Team player. Results-oriented. Self-motivated.
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You already know where this is going. These are some of the most generic terms anyone could use on their resume, and yet everyone uses them. Why? Because we've been trained to think that this is what companies want to hear.
To really stand out and grab a reader's attention, your resume needs to tell your unique story. Skip the clichés and follow these four steps instead:
1. Be Honest and Genuine in Your Summary
Really dig down to the heart of what you do and why. Include what drives, excites, or motivates you about your work. This is your chance to make a connection with the reader. Don't squander it.
2. It's Okay to Be Brief
While your inclination may be to write a list of everything you were responsible for under each position you held, don't. Job duties don't mean much without real results. Share your "so what" instead of "responsible for."
For example, you could say you were responsible for new client development. In this case, the "so what" might be: "Consistently brought in $2 million dollars of new business each year." More significant, right?
Rather than "responsible for mentoring junior sales staff," you could say: "All junior sales staff under my direction were promoted to senior sales associates within three months, well above the company average of seven months for other departments."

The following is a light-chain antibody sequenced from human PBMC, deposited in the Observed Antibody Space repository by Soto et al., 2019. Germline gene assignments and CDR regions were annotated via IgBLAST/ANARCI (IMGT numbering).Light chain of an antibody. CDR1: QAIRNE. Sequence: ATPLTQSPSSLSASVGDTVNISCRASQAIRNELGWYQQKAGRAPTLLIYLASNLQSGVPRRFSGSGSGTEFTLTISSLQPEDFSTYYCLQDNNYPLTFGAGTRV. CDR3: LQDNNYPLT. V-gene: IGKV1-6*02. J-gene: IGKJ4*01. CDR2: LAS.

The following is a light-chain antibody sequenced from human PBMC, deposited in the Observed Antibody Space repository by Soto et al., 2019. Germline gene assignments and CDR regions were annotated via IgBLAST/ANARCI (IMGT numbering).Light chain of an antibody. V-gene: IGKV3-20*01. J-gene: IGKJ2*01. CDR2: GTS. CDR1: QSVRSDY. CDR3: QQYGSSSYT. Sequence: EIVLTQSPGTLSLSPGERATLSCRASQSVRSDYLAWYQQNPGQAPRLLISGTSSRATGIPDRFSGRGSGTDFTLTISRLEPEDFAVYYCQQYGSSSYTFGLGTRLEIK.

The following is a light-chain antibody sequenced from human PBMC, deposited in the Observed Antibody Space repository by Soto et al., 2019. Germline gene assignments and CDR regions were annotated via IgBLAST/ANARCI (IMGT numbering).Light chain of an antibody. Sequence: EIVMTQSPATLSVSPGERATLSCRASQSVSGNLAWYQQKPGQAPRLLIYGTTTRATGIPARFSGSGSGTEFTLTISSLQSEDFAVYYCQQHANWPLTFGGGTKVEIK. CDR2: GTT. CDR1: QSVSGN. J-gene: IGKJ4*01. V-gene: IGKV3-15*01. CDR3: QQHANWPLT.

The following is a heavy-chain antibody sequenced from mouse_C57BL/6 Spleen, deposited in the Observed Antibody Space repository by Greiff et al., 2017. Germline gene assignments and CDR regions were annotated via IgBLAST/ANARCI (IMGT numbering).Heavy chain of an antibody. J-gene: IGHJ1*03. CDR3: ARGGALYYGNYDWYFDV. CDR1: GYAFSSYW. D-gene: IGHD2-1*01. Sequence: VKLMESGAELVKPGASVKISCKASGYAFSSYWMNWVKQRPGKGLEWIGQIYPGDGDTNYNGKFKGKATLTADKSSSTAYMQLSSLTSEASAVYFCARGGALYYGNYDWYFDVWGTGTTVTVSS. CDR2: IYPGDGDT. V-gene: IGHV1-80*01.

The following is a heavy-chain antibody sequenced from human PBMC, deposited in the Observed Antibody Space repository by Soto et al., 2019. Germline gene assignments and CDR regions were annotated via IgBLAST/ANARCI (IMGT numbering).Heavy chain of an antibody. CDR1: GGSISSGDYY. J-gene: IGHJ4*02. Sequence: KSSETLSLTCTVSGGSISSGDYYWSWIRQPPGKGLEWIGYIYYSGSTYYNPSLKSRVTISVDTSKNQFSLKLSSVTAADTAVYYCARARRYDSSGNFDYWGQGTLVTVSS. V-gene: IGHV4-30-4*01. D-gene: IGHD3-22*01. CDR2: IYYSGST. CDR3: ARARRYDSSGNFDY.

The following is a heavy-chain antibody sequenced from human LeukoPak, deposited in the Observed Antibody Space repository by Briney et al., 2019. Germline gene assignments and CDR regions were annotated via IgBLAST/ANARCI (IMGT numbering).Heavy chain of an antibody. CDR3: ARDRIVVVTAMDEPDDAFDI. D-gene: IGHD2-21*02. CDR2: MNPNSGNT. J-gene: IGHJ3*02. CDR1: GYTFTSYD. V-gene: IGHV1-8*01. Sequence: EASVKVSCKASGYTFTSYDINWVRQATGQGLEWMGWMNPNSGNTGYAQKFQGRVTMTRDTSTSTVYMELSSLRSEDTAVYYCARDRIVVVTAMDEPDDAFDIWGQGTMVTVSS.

A couple of good "so whats" will make more of an impact than a laundry list of "responsible fors" could ever make.
3. Look to Your Legacy
Wherever you worked, you either added value or detracted from it. Think about what you did, initiated, or implemented that left the organization better off. It could be that you made the push for the company to revamp their corporate culture. Did you start the internal communications plan the company still follows long after you've moved on? If you created it, it's yours to claim on your resume!
4. Convey Your Desired Career Path
All hiring managers are interested in your career progression. Naturally, they will be curious about why you left each job and what you hoped to gain in each new position. If you can offer them insight into these areas, they'll get a much clearer picture of your career growth and the thought process behind it.
Remember, a resume is supposed to generate interest in the reader. It doesn't have to offer all the details of your story – it just needs to tell a compelling story. You can fill in all the blanks in person.
A version of this article originally appeared on the Atrium Staffing blog.
Michele Mavi is Atrium Staffing's resident career expert.